"I saw a team that we need to look like next year," Linn said. "When we walked out against BYU, I saw the same thing. When we walked out against Tennessee, I saw the same thing. Stanford, the same thing. It's across the board. We have to look the part, and then after that, we have to play big and strong."

In other words, this is a long term issue, which is not going to be solved in this season. It will take at least 3-4 years for us to rebuild this offensive line, constituting the foundation of a strong football team.

So does that mean we give up on rest of the season? Hardly. Rebuilding is not fun but we knew that. We were ready for the doses of reality based on our discussions concerning the available talent on our current roster and the incredibily difficult schedule of this season. However, at the same time I am not going to concede any of the games rest of this season. I think given the kind of adversity we have faced this season (playing without our two best QBs, stating TE, starting senior WR, starting FB, a hobbled starting TB, and 4 new OL) we are IMHO a little bit ahead of where I was expecting this team be. This team still can finish on a strong note and I believe during next two weeks the coaches are going to make sure we have hard and healthy competition during practices, which hopefully will get the team ready for a good opponent in our next game at home.

As for the QB situation, CRN is sounding off the right notes by not throwing KC under the bus, while being open minded giving CF meaningful time during practices:

In the aftermath of UCLA's latest offensive stumble, coach Rick Neuheisel said a decision on whether a full-blown quarterback competition will be staged during this week's bye will not be made until after meetings conclude Tuesday.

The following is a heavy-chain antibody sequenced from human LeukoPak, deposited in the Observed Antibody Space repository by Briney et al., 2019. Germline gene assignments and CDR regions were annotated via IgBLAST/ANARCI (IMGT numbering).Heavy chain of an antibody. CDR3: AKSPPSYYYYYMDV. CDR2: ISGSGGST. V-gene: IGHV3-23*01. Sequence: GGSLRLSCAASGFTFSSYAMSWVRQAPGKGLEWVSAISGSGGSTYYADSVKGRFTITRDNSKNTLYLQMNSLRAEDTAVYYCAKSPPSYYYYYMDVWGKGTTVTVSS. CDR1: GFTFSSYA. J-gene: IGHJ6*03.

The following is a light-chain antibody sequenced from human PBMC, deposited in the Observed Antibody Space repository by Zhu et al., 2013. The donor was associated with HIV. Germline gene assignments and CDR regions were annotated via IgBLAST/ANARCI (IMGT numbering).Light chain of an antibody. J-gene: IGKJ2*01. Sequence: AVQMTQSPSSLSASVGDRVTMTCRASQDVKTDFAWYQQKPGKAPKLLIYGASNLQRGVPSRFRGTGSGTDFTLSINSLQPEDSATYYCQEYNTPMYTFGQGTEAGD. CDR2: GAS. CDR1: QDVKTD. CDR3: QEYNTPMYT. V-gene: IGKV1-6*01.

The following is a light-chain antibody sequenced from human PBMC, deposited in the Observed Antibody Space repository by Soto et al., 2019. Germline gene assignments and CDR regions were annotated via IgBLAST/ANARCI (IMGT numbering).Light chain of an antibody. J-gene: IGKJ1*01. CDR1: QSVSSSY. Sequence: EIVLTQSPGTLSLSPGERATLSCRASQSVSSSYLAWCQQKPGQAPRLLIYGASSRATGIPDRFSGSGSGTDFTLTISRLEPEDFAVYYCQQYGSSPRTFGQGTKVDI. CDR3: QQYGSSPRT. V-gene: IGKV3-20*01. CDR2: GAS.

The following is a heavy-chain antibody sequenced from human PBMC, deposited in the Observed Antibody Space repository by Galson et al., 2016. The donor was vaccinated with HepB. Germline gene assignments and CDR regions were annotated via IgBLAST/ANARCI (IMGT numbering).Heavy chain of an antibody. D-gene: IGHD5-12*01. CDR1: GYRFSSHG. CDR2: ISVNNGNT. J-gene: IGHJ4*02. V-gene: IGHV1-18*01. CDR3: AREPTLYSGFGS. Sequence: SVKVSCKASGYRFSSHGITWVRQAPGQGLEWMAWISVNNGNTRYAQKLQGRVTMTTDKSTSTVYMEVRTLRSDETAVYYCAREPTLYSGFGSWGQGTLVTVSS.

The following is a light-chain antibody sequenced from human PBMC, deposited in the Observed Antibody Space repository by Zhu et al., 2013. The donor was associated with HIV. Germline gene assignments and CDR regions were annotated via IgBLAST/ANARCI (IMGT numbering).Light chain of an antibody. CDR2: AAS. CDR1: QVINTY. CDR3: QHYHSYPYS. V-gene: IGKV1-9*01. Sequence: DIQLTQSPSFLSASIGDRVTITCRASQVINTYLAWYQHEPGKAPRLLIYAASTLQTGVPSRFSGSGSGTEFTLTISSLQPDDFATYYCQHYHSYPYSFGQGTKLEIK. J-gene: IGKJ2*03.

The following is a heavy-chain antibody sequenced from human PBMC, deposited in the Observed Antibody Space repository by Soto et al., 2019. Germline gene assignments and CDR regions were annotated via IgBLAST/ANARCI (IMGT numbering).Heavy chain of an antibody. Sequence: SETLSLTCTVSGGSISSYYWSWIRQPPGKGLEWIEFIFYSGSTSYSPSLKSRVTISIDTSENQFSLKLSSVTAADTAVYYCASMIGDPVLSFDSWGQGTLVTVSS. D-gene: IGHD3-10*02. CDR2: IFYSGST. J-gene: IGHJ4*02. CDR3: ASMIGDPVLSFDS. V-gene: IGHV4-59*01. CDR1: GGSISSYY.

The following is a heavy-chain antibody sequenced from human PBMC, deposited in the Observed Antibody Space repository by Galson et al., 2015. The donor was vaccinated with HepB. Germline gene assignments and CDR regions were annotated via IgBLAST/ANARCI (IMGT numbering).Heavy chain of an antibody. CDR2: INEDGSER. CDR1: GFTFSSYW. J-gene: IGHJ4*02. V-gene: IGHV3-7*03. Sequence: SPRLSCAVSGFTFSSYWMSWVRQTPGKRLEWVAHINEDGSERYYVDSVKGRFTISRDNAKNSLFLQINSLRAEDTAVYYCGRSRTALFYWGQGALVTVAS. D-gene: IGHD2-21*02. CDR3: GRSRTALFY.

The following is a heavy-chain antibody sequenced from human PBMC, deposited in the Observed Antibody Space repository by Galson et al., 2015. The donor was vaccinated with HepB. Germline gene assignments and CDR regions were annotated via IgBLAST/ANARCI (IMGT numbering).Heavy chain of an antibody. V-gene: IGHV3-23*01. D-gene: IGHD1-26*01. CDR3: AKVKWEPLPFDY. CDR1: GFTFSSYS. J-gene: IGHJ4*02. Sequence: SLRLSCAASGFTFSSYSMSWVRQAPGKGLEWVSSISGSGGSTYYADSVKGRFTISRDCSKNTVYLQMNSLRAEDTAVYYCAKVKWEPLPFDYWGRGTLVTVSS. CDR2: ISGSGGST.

Neuheisel acknowledged it was "possible" backup Chris Forcier could see increased practice time, but added "it's not a given." While Neuheisel added discussions will take place about changes across the offense, he also said it was possible no changes could be made from the personnel used in the 41-20 loss at California, including starting quarterback Kevin Craft.

"I feel badly for Kevin because I think Kevin has given everything to be what we wanted him to be, and he's worked real hard to be," Neuheisel said. "I think there's still some great football left in Kevin. I would tell you right now there's no one on our staff who's going to give up on him, but that doesn't mean Chris Forcier may not be part of the solution. "We have to throw that around and see what sticks."

Yet, keep in mind right now from what it sounds like Chow is leaning towards sticking with Craft. I am sure CRN, Chow and rest of the staff will be brainstorming next couple of days before coming up with a plan for next two weeks: 

Coach Rick Neuheisel said that the coaching staff would reevaluate personnel and schemes with an open date.

"Things we've been doing we've proven we have not been able to execute," said Neuheisel, whose team has a 3-5 record overall and is 2-3 in the Pacific 10 Conference. "You have to ask yourself, 'What can we execute?' "

Whether the Bruins can find the right answers, Neuheisel said, "I don't know. But it's important to have long discussions even though the discussions might lead back to where we are right now."

I like the fact that CRN is always willing to brain storm for solutions to our problems working with Chow and rest of the coaching staff. They might end up staying the course after having their discussions, but to me the Howland like candor about acknowledging our current problems head on, and giving indication that they are exploring all options to see if there is a practicable solution at this point of time is nothing short of refreshing. Right now knowing that we have coaches like CRN, Chow and Palcic in charge of our offense, gives me the same peace of mind I had while going through the growing pains of Howland’s first two seasons.